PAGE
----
IHS Chemical Week


Disruptive Technologies in Transport Fuels

6:55 AM MST | January 6, 2010 | By MELISSA STARK, ACCENTURE

Never before has there been so much uncertainty over the future supply and demand for hydrocarbons, particularly in transport, which accounts for 50% of primary oil consumption. Some argue that biofuels and electric vehicles will not have much short or medium term impact, but there is now evidence that a range of technologies could be commercial within just five years.  But it will take further steps by innovators and regulators to make that happen.

Accenture has undertaken one of the industry’s first studies to compare key technologies and evaluate them against the same criteria. We have identified 12 technologies that could disrupt the hydrocarbon market. The criteria considered if fuels had the potential to impact the demand of the hydrocarbons that they replace by at least 20% by 2030, generate greenhouse gas (GHG) savings of greater than 30% over those hydrocarbons and be cost competitive at an oil price of between $45 and $90/bbl. Finally, Accenture profiled companies who plan to commercialize the technologies by 2014.

Low Hanging Fruit

Perhaps the most surprising disruptive technology is the next-generation internal combustion engine. Fuel injection, power train systems and lighter materials will allow it to offer the most immediate and significant emissions reductions. We believe that the 100 mpg car could be achieved by 2030, beating today’s 40 mpg in Europe and Japan or the 35.5 mpg targeted in the U.S. by 2016.

Another example of ‘low hanging fruit’ that is underestimated is next generation agriculture, where biotechnology continues to enable significant increases in yield, step changes in process and the upgrading of co/by-products.

Genetic engineering critical to biofuels

Next generation biofuels will have an even greater impact on the hydrocarbon market thanks to advances in genetic engineering, impacting feedstock, deconstruction, conversion and by/co-product upgrading. See Figure 1.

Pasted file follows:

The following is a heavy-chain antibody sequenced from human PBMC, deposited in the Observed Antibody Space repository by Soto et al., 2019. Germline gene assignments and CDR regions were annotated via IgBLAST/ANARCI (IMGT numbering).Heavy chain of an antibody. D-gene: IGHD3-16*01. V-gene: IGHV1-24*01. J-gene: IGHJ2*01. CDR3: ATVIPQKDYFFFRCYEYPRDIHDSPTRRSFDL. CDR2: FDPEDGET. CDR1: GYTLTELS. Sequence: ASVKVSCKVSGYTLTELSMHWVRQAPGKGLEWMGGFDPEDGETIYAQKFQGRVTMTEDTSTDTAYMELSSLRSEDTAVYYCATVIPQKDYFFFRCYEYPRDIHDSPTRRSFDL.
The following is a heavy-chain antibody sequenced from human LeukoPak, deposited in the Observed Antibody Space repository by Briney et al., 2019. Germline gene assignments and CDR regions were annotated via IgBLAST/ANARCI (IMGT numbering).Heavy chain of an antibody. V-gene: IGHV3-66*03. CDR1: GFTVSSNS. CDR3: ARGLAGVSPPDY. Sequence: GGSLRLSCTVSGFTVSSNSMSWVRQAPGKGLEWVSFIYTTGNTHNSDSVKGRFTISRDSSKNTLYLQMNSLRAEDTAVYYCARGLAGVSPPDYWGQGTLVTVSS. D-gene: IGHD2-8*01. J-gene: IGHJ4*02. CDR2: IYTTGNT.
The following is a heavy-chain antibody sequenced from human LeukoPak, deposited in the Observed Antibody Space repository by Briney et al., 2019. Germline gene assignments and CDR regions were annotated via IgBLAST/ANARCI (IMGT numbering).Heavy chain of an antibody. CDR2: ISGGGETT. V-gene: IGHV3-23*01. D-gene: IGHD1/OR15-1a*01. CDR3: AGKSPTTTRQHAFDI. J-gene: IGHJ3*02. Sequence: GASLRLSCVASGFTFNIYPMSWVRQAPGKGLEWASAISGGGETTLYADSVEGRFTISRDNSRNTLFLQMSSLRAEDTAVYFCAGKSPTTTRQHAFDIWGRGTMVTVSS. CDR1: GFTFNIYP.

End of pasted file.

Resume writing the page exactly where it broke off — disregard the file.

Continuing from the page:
Genetic Engineering in Biofuels



In addition to next generation agriculture, genetic engineering is also playing a key role in three other technologies in our report.

Sugar cane-to-diesel: Synthetic biology can now convert sugar cane to diesel and we expect it to be commercialized before 2014, helped by sugar cane’s availability and its relatively low cost compared to first generation palm, soy and rapeseed feedstocks.

Butanol has similar energy content to gasoline, can be transported through existing pipelines, and can be blended with gasoline at higher ratios than ethanol. Synthetic biology has helped overcome some of the yield and toxicity challenges in the traditional acetone-butanol-ethanol (ABE) process.  We expect butanol to be commercial before 2014.  

Algae: Algae promises yields up to 25 times greater than soybeans and introduces a potentially abundant feedstock. The costs are still high ($8-32/gall), and we believe it will take 10 years to commercialize. But genetic modification is helping to produce higher yield strains that are easier from which to harvest and extract oils. 

Figure 2:  Possible biofuels evolution


Biofuels face a range of challenges, most prominently, competition from the internal combustion engine and plug-in hybrid electric vehicles (PHEVs). Other barriers include: